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Re: Bug: different behavior between "jobs -l" and "builtin jobs -l"


From: Hengyang Zhao
Subject: Re: Bug: different behavior between "jobs -l" and "builtin jobs -l"
Date: Tue, 21 Mar 2017 16:53:59 +0000

Dear Chet,

Thanks for your reply and I apologyze for the mistake I made in the "buggy behavior" section.

I didn't realize that a builtin is forced to run in a subshell until you told me. Yes, as I tried, "jobs" consumes no PID, but even "jobs | true" consumes two. I'll look into the code following the clue you gave me.

But back to the user's perspective, as I looked up "help jobs" or "help builtin", the sematics of "builtin" is only for forcing the shell to use the builtin version, right? Actually, I was writing a script that needs to secure the use of the builtin jobs, but now I need to seek for a reliable walkaround instead of using "builtin". So if we don't treat it as a bug, is it still a good suggestion that we write a caveat info the "builtin" help info?

Thanks again for your detailed reply! It helps me a lot :-)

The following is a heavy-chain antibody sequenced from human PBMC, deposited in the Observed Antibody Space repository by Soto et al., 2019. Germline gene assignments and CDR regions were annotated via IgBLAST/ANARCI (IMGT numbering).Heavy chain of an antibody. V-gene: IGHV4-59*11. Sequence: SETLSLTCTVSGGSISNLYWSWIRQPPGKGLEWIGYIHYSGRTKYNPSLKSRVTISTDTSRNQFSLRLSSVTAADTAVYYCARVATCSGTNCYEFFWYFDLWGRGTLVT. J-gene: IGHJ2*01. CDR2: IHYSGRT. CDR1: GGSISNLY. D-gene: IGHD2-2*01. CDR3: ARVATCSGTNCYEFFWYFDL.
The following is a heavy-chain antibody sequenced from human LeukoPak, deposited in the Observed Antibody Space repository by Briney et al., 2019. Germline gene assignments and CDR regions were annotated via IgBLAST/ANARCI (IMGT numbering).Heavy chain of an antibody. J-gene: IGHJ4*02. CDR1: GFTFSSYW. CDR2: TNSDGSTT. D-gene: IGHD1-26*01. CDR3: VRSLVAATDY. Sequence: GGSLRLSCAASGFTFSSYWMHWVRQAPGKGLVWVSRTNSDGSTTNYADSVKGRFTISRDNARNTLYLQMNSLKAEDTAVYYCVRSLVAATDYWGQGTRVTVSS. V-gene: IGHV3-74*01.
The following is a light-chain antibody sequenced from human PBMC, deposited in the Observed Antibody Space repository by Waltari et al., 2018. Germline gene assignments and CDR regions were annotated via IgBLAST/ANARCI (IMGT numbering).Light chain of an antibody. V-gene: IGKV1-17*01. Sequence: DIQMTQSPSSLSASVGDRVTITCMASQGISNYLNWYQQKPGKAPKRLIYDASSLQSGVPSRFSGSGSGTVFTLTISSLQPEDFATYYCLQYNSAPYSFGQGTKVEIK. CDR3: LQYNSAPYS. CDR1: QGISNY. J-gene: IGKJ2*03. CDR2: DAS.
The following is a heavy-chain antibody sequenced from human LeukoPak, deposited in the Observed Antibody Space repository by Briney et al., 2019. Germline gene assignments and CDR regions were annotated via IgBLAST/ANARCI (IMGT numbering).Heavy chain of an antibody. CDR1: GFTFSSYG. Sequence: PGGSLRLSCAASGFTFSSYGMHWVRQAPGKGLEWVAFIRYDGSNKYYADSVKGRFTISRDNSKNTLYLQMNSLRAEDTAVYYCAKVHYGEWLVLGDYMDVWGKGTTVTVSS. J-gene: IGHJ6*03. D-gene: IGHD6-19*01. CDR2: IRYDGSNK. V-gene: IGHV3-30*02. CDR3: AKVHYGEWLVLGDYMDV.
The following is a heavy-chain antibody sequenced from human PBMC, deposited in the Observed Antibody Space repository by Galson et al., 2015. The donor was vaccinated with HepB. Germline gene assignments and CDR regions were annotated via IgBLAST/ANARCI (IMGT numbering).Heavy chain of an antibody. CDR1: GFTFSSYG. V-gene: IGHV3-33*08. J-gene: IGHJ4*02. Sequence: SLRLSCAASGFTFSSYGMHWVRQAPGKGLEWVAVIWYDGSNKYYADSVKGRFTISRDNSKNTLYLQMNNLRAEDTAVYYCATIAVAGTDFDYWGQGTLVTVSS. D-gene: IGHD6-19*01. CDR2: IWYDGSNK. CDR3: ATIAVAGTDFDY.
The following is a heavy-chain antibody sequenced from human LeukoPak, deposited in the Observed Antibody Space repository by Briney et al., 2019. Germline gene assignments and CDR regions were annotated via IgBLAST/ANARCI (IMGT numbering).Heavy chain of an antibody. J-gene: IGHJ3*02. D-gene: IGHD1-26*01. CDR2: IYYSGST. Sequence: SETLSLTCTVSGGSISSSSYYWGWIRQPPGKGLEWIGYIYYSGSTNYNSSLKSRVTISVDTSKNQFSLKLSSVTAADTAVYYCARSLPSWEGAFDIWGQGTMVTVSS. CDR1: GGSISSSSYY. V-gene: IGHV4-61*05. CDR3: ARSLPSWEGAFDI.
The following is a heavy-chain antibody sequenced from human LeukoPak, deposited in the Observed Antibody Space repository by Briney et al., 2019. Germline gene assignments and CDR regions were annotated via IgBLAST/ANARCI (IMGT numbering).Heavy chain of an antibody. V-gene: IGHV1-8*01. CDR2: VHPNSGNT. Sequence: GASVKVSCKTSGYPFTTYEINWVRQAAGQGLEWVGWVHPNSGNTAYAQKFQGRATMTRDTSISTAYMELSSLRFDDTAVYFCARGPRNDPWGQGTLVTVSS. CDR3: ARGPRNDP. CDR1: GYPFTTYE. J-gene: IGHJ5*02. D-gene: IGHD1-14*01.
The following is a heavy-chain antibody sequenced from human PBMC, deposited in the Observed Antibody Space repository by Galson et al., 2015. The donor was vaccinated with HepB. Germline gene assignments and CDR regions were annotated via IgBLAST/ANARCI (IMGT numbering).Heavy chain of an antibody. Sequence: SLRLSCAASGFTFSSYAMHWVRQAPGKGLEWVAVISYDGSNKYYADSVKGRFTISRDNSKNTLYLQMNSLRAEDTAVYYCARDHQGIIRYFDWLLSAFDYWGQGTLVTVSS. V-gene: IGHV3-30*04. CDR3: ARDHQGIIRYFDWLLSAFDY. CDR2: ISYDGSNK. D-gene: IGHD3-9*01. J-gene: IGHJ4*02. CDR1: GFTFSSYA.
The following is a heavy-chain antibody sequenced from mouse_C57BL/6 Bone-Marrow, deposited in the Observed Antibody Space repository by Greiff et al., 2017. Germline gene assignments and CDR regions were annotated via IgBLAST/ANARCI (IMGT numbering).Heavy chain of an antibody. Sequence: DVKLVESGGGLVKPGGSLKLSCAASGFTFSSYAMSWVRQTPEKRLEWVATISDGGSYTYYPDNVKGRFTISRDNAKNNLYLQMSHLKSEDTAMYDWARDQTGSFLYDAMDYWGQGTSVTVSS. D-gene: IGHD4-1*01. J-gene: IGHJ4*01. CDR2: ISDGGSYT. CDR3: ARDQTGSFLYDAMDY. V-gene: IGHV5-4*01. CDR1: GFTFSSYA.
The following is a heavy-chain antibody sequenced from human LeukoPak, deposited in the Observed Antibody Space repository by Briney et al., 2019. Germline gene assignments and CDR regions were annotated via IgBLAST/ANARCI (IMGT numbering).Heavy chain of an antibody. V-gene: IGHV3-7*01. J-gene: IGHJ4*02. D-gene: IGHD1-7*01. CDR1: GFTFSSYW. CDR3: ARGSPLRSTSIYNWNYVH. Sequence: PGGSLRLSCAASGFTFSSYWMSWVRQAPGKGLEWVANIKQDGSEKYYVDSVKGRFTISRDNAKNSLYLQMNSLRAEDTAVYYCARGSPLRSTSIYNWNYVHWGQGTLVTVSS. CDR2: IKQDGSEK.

Sincerely,

Hengyang

On Tue, Mar 21, 2017 at 8:13 AM Chet Ramey <address@hidden> wrote:
On 3/20/17 7:47 PM, Hengyang Zhao wrote:
> Hello,
>
> I am experiencing an unexpected behavior when using "builtin jobs -l". It
> seems that it's output fd is not as same as "jobs -l" without the builtin
> prefix. So when I piped it into wc, I got different results (as seen in the
> code I pasted below).
>
> Bash version: GNU bash, version 4.3.43(1)-release (x86_64-redhat-linux-gnu)
> OS: Fedora 25, kernel 4.9.13-200.fc25.x86_64
>
> Buggy behavior:
> when we have one or more background processes:
> jobs -l | wc        # produces 0 0 0
> builtin -l | wc              # produces non-zero non-zero non-zero

(This is actually the opposite of what happens, as shown by your examples
below.)

> I tried to fix the bug, but after I looked at the code, the jobs printing
> procedure clearly prints to stdout. So I think it's not a easy work to
> track down the bug.

It's not a bug.  The first part of a pipeline is always run in a subshell.
That subshell doesn't really have any jobs, since none of the parent's
jobs are children of that shell -- you can't wait for them, for instance.

There is special-case code that attempts to detect when the `jobs' builtin
is running (execute_cmd.c:execute_subshell_builtin_or_function) and doesn't
remove the jobs from the jobs table in that one case, specifically to allow
the output of `jobs' to be piped.  Running the `builtin' builtin defeats
that.

Chet
--
``The lyf so short, the craft so long to lerne.'' - Chaucer
                 ``Ars longa, vita brevis'' - Hippocrates
Chet Ramey, UTech, CWRU    address@hidden    http://cnswww.cns.cwru.edu/~chet/
--
Hengyang Zhao

Ph.D. Candidate, Electrical Engineering
University of California, Riverside

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